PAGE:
Returning to the scene of Gabriel’s appearance to Zechariah, adding the details from verses 19-20ff, we may construct the following dramatic (chiastic) outline:

  • Zechariah serving as priest in the Temple sanctuary (vv. 8-10ff)
    • Gabriel is sent to speak “these things” (tau=ta) to him (v. 19)
      • He gives the good news (eu)aggeli/sasqai)
    • Zechariah will be unable to speak until “these things” (tau=ta) happen (v. 20)
  • Zechariah comes out of the sanctuary (to give the priestly blessing) (vv. 21-22)

It is possible that this scene, with its Temple setting, reflects a traditional motif of receiving a revelation in the Temple, as, for example, in Isaiah 6:1-5ff (cf. also Josephus, Antiquities 18.282f, etc). In the case of Isaiah, his vision also involves a transformative touching of the mouth (the lips). Isaiah, like John the Baptist, is divinely appointed and gifted to speak the word of God (cf. the use of Isa 40:1-5 in Lk 1:76-77; 3:4-6 par, etc). By contrast, Zechariah is rendered mute and unable to speak (1:20), until after the birth of John and the declaration of his name (vv. 57-64). As a result, he is unable to deliver (speak) the priestly blessing to the people waiting outside in the Temple court (vv. 21-22, cf. Num 6:24-26; Mishnah Tamid 7:2). In the overall context of Luke-Acts, this blessing is ultimately fulfilled by Jesus at the end of the Gospel (Lk 24:50-51). There is thus, perhaps, a greater symbolic importance to verse 23 than the simple narrative statement would suggest:

“And it came to be, as the days of his working in service (to God) were (ful)filled, he went (away) from (there) [i.e. from the Temple] into his own house [i.e. back home].”

It is the child Jesus who will, in a sense, take over in the Temple, serving in the house of God his Father (2:49).

References above marked “Brown, Birth” are to R. E. Brown, The Birth of the Messiah: A Commentary on the Infancy Narratives in the Gospels of Matthew and Luke, Anchor Bible Reference Library [ABRL] (1977 / 1993). Those marked “Fitzmyer, Luke” are to J. A. Fitzmyer, The Gospel According to Luke I-IX, Anchor Bible [AB] Vol. 28 (1981).

“And you shall call His Name…”: Luke 1:13-17

Luke 1:13-17

Having discussed the introduction to John the Baptist’s parents (Zechariah and Elizabeth) in the previous note, today I will be looking at the appearance of the heavenly Messenger, announcing the coming birth of John, in Lk 1:8-17—in particular, the words of the Messenger in vv. 13-17.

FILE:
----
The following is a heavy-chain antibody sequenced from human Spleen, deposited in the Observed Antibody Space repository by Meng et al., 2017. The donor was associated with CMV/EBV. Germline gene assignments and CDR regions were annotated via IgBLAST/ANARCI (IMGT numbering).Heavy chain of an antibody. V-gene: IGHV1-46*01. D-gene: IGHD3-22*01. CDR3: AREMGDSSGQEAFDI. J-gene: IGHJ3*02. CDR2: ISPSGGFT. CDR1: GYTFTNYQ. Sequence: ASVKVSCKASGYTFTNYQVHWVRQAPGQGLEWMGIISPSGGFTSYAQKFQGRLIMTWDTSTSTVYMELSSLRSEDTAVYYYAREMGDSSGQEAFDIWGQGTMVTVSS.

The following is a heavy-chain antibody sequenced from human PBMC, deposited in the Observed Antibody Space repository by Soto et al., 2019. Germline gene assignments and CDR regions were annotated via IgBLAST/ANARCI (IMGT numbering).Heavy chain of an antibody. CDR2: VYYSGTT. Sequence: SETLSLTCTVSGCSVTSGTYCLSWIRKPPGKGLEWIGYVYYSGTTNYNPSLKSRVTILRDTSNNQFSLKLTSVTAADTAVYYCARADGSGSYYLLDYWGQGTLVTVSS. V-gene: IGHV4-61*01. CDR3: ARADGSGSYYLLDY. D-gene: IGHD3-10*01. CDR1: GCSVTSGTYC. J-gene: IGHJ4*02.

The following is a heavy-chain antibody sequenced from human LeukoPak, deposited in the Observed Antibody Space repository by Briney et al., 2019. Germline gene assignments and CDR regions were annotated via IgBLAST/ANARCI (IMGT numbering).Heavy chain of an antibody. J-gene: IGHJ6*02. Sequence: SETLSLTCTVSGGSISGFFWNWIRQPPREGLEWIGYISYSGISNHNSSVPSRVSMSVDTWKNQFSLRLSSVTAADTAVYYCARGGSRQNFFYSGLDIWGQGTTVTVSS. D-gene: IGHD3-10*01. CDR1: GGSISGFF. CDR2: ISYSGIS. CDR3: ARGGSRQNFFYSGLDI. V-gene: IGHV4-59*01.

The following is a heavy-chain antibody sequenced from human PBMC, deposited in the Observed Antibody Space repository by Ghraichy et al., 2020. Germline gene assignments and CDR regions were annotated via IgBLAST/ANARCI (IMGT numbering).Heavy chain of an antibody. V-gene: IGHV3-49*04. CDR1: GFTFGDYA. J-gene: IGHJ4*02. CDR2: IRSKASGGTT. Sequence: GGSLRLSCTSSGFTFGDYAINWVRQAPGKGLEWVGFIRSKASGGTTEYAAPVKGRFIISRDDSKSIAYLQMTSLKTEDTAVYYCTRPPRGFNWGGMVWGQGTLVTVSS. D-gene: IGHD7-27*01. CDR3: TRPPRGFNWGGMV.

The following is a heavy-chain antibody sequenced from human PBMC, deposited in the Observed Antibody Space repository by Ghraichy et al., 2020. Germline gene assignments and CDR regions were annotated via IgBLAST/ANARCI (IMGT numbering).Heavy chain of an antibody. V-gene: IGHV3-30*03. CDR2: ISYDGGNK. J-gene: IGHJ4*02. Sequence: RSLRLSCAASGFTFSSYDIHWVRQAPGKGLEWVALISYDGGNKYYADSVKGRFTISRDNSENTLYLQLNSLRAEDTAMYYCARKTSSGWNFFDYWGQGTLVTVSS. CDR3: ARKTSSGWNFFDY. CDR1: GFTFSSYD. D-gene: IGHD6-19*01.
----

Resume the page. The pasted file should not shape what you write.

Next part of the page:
The setting of the Temple, so important as a symbol in the narrative, is featured in the introduction to the scene (vv. 8-12). Zechariah, as one of the priests designated to perform periodic service in the Temple (v. 5, cf. the prior note), was fulfilling his duty, which, on this occasion, involved serving in the sanctuary at the altar of incense. This was a privilege which was granted to priests by the casting of lots (cf. the description in the Mishnah, Tamid 5-6). Verses 9-10 indicate that it is the time of the evening (afternoon) sacrifice (Exod 30:7-18; cf. also Dan 9:21), perhaps around 3:00 pm (Acts 3:1). As Zechariah performs his duties in the sanctuary (the Holy place, but not the innermost shrine), we read in verse 11:

“And (the) Messenger of the Lord [a&ggelo$ kuri/ou] was seen by [i.e. appeared to] him, having stood out of (the) giving [i.e. right-hand] (side) of the place of sacrifice [i.e. altar] of the (fragrant) smoke”

This is the second occurrence in the Lukan narrative of the word ku/rio$ (“Lord”), here referring specifically to the divine name Yahweh (cf. the earlier article on this name), through the corresponding Old Testament expression hwhy Ea^l=m^ (mal°a½ YHWH), “Messenger of Yahweh” (Gen 16:7-13; 21:17; 22:10-18; 31:11-13; Exod 3:2-6; 14:19-24; Judg 2:1-5, etc; cf. Fitzmyer, Luke, pp. 324-5). In the earliest strands of tradition, this figure was largely theophanous—that is, representing the manifestation of God (Yahweh/El) himself to his people, through a kind of intermediary. Subsequently, in Israelite and Jewish tradition, it referred more precisely to a distinct heavenly being (i.e. Angel). In the Lukan narrative, the figure is identified as the Angel Gabriel (vv. 19, 26), best known from the book of Daniel, to which the Infancy narrative alludes at several points. The word decio/$, meaning the right-hand (side), I translate above literally as the “giving” side—the right-hand being regarded as the propitious or favored side. The Angel’s appearance to the right of the altar indicates that God is showing favor to Zechariah. The Zechariah’s fear in response (v. 12) is typical of such Angelic appearances in the Old Testament, and is part of a definite (literary) annunciation pattern adopted in the Gospel (for more on this, cf. especially Brown, Birth, pp. 155-8, 292-8). The presence of the “Messenger of the Lord” recalls the Samson narrative (Judg 13:3ff); the wife of Manoah, like Elizabeth, was also barren.

The words of the Angel which follow (vv. 13-17) may be divided into four parts, beginning the primary birth announcement in v. 13:

“Do not be afraid, Zecharyah, through (the reason) that your need [i.e. request] has been heard [i.e. listened] into (by God), and your wife Elisheba will cause a son to be (born) for you—and you shall call his name Yohanan.”